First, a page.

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awarded  Notable Question
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comment Can science prove or provide evidence that the brain is the source of the mind
@GeoffreyThomas -- Please consider for reopening, as I have added an addendum with clarification. Also please note the number of votes for the question as well as for the two answers with fruitful material. If thiis is all still insufficient, I would be grateful for specific critiques and suggestions. Regards. --David Lewis
Mar
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comment Can science prove or provide evidence that the brain is the source of the mind
@FrankHubney -- Thanks. I skimmed that Plantinga piece, especially the synopsis. It's a very odd conclusion -- I thought your comment had a typo, substituting "naturalism" for "non-naturalism", but nope, that's what he says. And the argument is even odder. Finally he leans heavily on evolution and says little about brain/mind, so it doesn't really help me much, even if I accept it.
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comment Can science prove or provide evidence that the brain is the source of the mind
I like that @Frank -- thanks -- science can't arbitrate between physicalism and non-physicalism; it's a metaphysical assumption. Any published philosophy work along those lines? Maybe it's obvious (it is to me) but there are plenty of people who think science can say things about physicalism, mostly pro -- certainly a lot of scientists, ordinary folks, maybe even some philosophers. So it's a legit topic for philosophers. BTW, I think science might actually have something to say con -- if we spend huge efforts to understand mind by science and utterly fail -- that's inductive evidence IMHO.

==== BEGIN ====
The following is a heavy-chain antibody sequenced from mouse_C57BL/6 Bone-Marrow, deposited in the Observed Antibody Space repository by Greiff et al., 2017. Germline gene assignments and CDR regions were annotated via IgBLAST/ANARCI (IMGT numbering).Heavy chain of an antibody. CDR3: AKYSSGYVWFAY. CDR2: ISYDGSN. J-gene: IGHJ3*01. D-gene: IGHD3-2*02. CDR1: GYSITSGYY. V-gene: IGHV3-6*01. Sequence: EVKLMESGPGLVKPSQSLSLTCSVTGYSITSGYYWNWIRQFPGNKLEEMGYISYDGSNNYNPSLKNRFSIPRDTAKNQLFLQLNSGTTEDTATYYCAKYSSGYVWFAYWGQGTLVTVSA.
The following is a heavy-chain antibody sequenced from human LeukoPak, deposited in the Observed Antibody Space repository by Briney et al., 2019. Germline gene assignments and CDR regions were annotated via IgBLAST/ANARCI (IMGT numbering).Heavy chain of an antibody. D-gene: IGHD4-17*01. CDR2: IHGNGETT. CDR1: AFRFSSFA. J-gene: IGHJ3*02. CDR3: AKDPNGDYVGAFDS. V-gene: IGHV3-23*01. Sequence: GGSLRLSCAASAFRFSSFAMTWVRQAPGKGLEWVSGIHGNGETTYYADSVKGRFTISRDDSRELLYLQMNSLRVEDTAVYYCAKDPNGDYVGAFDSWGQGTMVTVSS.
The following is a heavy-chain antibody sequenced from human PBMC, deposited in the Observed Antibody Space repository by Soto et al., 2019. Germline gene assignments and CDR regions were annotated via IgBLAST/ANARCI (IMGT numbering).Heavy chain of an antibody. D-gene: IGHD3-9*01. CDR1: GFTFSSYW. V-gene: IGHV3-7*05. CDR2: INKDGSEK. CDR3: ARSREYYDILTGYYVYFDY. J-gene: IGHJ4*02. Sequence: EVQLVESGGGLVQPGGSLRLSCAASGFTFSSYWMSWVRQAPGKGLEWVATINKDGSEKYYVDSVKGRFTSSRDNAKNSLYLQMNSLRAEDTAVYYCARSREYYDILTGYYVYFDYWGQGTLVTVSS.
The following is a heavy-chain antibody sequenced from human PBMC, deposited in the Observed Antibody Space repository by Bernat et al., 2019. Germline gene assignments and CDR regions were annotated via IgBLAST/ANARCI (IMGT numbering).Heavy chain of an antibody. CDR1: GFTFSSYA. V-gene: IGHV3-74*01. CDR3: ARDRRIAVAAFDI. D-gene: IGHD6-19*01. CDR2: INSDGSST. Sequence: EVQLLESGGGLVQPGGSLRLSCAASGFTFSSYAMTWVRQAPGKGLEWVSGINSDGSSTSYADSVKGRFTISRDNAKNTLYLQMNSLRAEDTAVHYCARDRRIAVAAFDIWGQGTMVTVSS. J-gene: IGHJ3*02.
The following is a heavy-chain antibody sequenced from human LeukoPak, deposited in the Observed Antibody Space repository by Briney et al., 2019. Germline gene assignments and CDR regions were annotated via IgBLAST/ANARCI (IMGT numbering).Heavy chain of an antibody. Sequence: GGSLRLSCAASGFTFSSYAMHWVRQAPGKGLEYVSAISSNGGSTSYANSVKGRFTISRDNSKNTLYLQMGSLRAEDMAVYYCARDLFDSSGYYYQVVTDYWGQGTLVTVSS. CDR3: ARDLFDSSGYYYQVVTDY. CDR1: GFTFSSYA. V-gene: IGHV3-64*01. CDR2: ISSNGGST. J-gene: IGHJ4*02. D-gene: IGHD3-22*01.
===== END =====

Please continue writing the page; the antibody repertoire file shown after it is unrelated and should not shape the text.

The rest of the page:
Mar
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comment Can science prove or provide evidence that the brain is the source of the mind
Thanks! I worked through most of those, and they, and your answer, seem to be mostly trying to understand mind with science, with the explicit or implicit assumption that it is possible. I am seeking, however, philosophical treatments of whether such understanding is even possiible, conceivable, etc. Koch has said (in this one or somewhere) that the best theory he knows of, IIT, is still in its infancy. Given that science, by its nature, cannot predict its own future success, I'd call that an admission of a decidedly negative answer thus far. Refs along those lines are what I am seeking.
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awarded  Yearling
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asked Can science prove or provide evidence that the brain is the source of the mind
2018
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awarded  Popular Question
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awarded  Popular Question
Mar
13
comment Foucault and Derrida on spiritual liberation
"Thus, there is no place for a transcendent role of truth in Foucault's thinking." -- exactly! But his choice of level of analysis -- sociological, historical, scientific, political, etc -- almost predetermines that conclusion. "Derrida's position of truth is much more difficult to grasp." -- exactly! Hence my question to this forum. But my understanding that Derrida's level of analysis might go "deeper" that Foucault's, might engage the "transcendental" in some way, motivates the question. I suspect not, but it would take a lot of digging to gain any certainty.
Mar
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comment Foucault and Derrida on spiritual liberation
I think it depends on what you mean by truth. Ultimate truth -- emptiness/shunyata in Buddhism (Madhyamaka) -- is liberation. Conventional truth -- contingent, dependent, etc -- is certainly available to anyone, anytime. Seems to me that what Foucault is saying, in Buddhist terms, is that there is no ultimate truth, only conventional truth (and that the latter is defined by various forms of power -- but I'm not focusing on that here). So he's denying the Buddhist notion of liberation. My question is, would Derrida too, even given his deeper level of analysis?
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awarded  Curious
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accepted Is the business of science to construct models of objects and processes?
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